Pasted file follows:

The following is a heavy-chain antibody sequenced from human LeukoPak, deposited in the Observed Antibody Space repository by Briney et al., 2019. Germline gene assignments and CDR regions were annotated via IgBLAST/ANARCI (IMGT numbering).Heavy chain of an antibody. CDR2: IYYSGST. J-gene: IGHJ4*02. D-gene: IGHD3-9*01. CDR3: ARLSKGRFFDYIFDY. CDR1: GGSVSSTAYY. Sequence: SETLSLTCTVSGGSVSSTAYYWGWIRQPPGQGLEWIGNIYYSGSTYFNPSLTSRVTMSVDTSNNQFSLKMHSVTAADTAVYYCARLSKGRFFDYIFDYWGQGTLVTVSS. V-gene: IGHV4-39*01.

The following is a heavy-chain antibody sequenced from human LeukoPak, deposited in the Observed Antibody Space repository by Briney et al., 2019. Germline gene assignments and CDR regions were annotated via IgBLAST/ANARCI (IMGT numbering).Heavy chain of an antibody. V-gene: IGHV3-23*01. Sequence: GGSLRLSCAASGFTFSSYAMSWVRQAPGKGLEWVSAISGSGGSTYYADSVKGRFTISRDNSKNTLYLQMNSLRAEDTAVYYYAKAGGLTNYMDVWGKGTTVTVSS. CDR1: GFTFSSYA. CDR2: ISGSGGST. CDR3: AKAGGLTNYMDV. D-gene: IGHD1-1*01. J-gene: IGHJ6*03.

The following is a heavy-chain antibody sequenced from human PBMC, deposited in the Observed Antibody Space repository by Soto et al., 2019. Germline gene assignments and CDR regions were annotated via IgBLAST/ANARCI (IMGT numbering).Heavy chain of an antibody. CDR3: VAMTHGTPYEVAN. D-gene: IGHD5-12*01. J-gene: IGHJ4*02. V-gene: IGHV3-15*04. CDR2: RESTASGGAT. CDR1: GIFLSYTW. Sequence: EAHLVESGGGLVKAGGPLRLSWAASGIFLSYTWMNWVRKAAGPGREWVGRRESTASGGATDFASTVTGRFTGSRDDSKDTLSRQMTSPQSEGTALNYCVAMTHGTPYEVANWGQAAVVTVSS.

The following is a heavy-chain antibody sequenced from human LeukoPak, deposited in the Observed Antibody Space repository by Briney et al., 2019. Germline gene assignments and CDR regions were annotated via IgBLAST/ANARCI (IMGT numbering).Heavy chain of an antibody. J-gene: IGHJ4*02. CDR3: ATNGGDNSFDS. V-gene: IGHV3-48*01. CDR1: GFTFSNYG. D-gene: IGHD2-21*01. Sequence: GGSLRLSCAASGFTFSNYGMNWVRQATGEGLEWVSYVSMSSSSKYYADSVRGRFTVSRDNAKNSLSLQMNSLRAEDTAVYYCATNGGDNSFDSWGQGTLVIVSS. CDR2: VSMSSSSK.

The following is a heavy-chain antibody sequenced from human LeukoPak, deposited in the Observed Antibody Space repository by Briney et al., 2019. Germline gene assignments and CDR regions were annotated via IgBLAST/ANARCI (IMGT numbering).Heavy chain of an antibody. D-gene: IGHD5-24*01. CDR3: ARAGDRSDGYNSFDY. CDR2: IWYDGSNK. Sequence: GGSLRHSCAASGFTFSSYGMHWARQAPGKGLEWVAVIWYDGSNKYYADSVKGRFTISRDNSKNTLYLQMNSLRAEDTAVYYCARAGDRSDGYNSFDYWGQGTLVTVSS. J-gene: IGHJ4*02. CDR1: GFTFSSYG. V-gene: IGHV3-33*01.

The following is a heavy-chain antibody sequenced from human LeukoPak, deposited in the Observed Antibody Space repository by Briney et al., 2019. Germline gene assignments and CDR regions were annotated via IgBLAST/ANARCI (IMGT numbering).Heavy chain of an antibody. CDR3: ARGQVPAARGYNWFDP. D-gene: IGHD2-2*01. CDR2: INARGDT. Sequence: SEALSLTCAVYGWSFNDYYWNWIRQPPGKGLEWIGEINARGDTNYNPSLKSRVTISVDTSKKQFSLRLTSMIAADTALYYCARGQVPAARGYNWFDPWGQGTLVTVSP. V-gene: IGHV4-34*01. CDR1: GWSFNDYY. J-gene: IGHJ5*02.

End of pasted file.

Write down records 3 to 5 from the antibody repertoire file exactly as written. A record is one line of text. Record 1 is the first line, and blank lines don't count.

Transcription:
The following is a heavy-chain antibody sequenced from human PBMC, deposited in the Observed Antibody Space repository by Soto et al., 2019. Germline gene assignments and CDR regions were annotated via IgBLAST/ANARCI (IMGT numbering).Heavy chain of an antibody. CDR3: VAMTHGTPYEVAN. D-gene: IGHD5-12*01. J-gene: IGHJ4*02. V-gene: IGHV3-15*04. CDR2: RESTASGGAT. CDR1: GIFLSYTW. Sequence: EAHLVESGGGLVKAGGPLRLSWAASGIFLSYTWMNWVRKAAGPGREWVGRRESTASGGATDFASTVTGRFTGSRDDSKDTLSRQMTSPQSEGTALNYCVAMTHGTPYEVANWGQAAVVTVSS.

The following is a heavy-chain antibody sequenced from human LeukoPak, deposited in the Observed Antibody Space repository by Briney et al., 2019. Germline gene assignments and CDR regions were annotated via IgBLAST/ANARCI (IMGT numbering).Heavy chain of an antibody. J-gene: IGHJ4*02. CDR3: ATNGGDNSFDS. V-gene: IGHV3-48*01. CDR1: GFTFSNYG. D-gene: IGHD2-21*01. Sequence: GGSLRLSCAASGFTFSNYGMNWVRQATGEGLEWVSYVSMSSSSKYYADSVRGRFTVSRDNAKNSLSLQMNSLRAEDTAVYYCATNGGDNSFDSWGQGTLVIVSS. CDR2: VSMSSSSK.

The following is a heavy-chain antibody sequenced from human LeukoPak, deposited in the Observed Antibody Space repository by Briney et al., 2019. Germline gene assignments and CDR regions were annotated via IgBLAST/ANARCI (IMGT numbering).Heavy chain of an antibody. D-gene: IGHD5-24*01. CDR3: ARAGDRSDGYNSFDY. CDR2: IWYDGSNK. Sequence: GGSLRHSCAASGFTFSSYGMHWARQAPGKGLEWVAVIWYDGSNKYYADSVKGRFTISRDNSKNTLYLQMNSLRAEDTAVYYCARAGDRSDGYNSFDYWGQGTLVTVSS. J-gene: IGHJ4*02. CDR1: GFTFSSYG. V-gene: IGHV3-33*01.